Virtual business and corporate mammoths dominate commerce yet it's the small businesses in our communities that serve the most important role by: anchoring neighborhoods, giving charitably, and widening the social safety net for aging or disabled customers. From realtors sponsoring free e-cycle days to cleaners that organize a coat drive- local businesses see what the community needs and invest in civic well being. From the financial investor prioritizing employment for people with disabilities to the hairdresser scolding a taxi for overcharging her aging customer....small business owners are on the front line of community service supporting their neighborhoods, caring about individual patrons, and helping us age in place.
Small business serves multiple generations playing the role of providing goods and civic structure in your community and mine. Today, many struggle to compete with powerful corporations or beat online merchants but those that survive define and revitalize our neighborhoods and communities by hiring locally and providing immediate access to pharmaceuticals, groceries, supplies and services. Want free product advice or free estimates? Need a wheelchair, tires, shoes or other items that really aren't easy to buy online? Want to walk into a cafe that knows you by name? The heartbeats of small businesses are interdependent with that of our neighborhoods.
"There’s much to be said for the value of doing business with people who know us and whose success is intimately tied to the well-being of the community," Grist.org asserts in an article profiling the history of small business and it's positive contributions to civic well being. There's a lot to be said too for the way small business goes beyond anchoring community by giving charitably to community events. "...every single dollar spent at a local business leads to two to four times the amount of jobs, income and wealth, tax collections, and charitable contributions,”economist Michael Schuman explains to blogger Kelly Spors at American Express.com. Up to 75% of small businesses contribute charitably according to a Forbes.com article.
Economic support from small business can make or break a community. Additionally they lend support to individual customers by providing kindness and extra service as we age or encounter greater need. Small business often greets customers by name, knows how to help, and understands that good service will be rewarded with loyalty from that individual and likely her family, friends, or future generations. "We find that some of our older customers appreciate when we take an extra few minutes to help them with the kiosk or to show them how to use their new digital camera," explains Joe A, co-owner of Photo Mission in NYC. He participates in New York's Age Friendly Business Initiative, a program helping business owners market to and accommodate older customers. "So just going the extra mile takes it a long way and creates a loyalty. People will come in and they'll know me by my first name...." Joe remarks.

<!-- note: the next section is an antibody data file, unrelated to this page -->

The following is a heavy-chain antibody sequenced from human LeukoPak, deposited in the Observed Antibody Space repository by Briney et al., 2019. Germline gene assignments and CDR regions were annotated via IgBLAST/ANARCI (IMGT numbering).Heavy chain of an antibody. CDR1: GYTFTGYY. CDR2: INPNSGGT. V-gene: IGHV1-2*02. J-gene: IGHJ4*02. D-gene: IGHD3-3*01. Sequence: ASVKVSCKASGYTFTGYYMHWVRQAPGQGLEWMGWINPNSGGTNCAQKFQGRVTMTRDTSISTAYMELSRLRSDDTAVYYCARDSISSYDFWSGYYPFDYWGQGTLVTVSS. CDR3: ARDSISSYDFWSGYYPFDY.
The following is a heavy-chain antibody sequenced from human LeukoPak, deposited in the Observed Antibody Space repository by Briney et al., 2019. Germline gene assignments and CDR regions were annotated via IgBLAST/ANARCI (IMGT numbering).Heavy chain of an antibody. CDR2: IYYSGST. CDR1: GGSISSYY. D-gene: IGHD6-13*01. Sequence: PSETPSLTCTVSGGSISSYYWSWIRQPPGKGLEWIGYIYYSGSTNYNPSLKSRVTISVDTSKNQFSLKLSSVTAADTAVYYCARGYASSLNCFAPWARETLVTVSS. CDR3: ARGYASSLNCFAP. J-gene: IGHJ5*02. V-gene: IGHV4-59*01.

Yes, Joe, customers will be loyal and grateful to businesses that extend special kindness and support. While anchoring neighborhoods and giving to local charity are essential contributions to our communities this blog is motivated by my gratitude to the small businesses in my mother's community that reach out to help her maintain independence. Those varied gestures: the bank that warmly greets her by name and enables monetary withdrawals despite forgetting her checkbook and account number, Tony, the home food delivery man, that purges expired frozen products when he delivers new ones, the pharmacist that asks how she's doing when I pick up her medicine...these kindnesses extend my mother's support network and lift my awareness about all the little things local business does to strengthen neighbors and families in communities across America. If you're reading this blog because you work for a small business or are an owner or proprietor. Thank you. I hope you realize the essential role you play in our neighborhoods and personal lives.